An attempt to negotiate a free trade deal between Australia and the Europe has stalled over a dispute around the names of some Australian agricultural products including feta, prosecco, prosciutto and parmesan.
EU negotiators are refusing to give Australian farmers cheaper access to the European market unless they rename Australian-made versions of the products.
Here’s what you need to know.
Most countries restrict what other countries can bring into their markets. This can include bans of certain goods, but more commonly takes the form of ‘tariffs’ (taxes).
When countries negotiate trade deals (sometimes called ‘free’ trade deals), each country is seeking more favourable access for their exporters, and a reduction on import restrictions.
The EU, which includes 27 countries, operates as a single market and negotiates trade deals as one entity.
Australia has been trying to negotiate a trade deal with the European Union since 2018.
With a population of over 445 million, Europe is Australia’s third-largest trading partner. In 2021-22, there was $97 billion of trade between the two.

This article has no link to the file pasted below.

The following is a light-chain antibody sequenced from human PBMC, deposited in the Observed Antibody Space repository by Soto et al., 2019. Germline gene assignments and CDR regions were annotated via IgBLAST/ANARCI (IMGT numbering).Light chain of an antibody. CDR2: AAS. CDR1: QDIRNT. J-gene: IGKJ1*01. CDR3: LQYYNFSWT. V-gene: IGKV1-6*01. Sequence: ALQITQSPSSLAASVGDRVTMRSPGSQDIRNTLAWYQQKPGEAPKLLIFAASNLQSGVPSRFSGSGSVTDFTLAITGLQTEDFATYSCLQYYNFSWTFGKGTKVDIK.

Trade Minister Don Farrell travelled to Belgium this week in an attempt to finalise the deal, but warned negotiations had been “difficult” and Australia was not happy with what the European negotiators had offered.
This week’s talks failed to reach an outcome, with negotiations now delayed until at least August.
A major sticking point for Australia has been Europe’s insistence on ‘geographic indicators’ that would restrict naming rights for products not manufactured in their ‘traditional’ place of origin, such as prosecco.
A common example is champagne. Over many years, France has secured the agreement of over 100 countries, including Australia, to grant exclusive use of the name ‘champagne’ to wine made in the Champagne region of France according to traditional methods.
The Australian Government says getting greater access to the EU for agricultural products would be “incredibly valuable”, but has been unwilling to agree to the EU’s naming rights demands, which Agriculture Minister Murray Watt has called an “emotional issue” for many Australian producers.
“We’ve had a lot of migration post-World War II from Europe to Australia that has seen our producers… bring their own products from their home countries and make them here… We want to make sure [that] is recognised by the EU”, Watt said in an interview last month.